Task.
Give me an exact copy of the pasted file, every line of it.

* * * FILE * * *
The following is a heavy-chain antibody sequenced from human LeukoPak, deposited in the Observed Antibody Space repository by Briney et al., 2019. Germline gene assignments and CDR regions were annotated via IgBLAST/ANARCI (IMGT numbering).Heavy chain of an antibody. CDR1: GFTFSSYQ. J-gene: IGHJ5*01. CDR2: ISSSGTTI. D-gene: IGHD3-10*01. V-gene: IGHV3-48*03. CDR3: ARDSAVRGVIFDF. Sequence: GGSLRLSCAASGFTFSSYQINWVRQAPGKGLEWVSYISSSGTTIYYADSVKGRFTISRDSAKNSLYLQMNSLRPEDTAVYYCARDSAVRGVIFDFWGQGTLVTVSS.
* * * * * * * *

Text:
The following is a heavy-chain antibody sequenced from human LeukoPak, deposited in the Observed Antibody Space repository by Briney et al., 2019. Germline gene assignments and CDR regions were annotated via IgBLAST/ANARCI (IMGT numbering).Heavy chain of an antibody. CDR1: GFTFSSYQ. J-gene: IGHJ5*01. CDR2: ISSSGTTI. D-gene: IGHD3-10*01. V-gene: IGHV3-48*03. CDR3: ARDSAVRGVIFDF. Sequence: GGSLRLSCAASGFTFSSYQINWVRQAPGKGLEWVSYISSSGTTIYYADSVKGRFTISRDSAKNSLYLQMNSLRPEDTAVYYCARDSAVRGVIFDFWGQGTLVTVSS.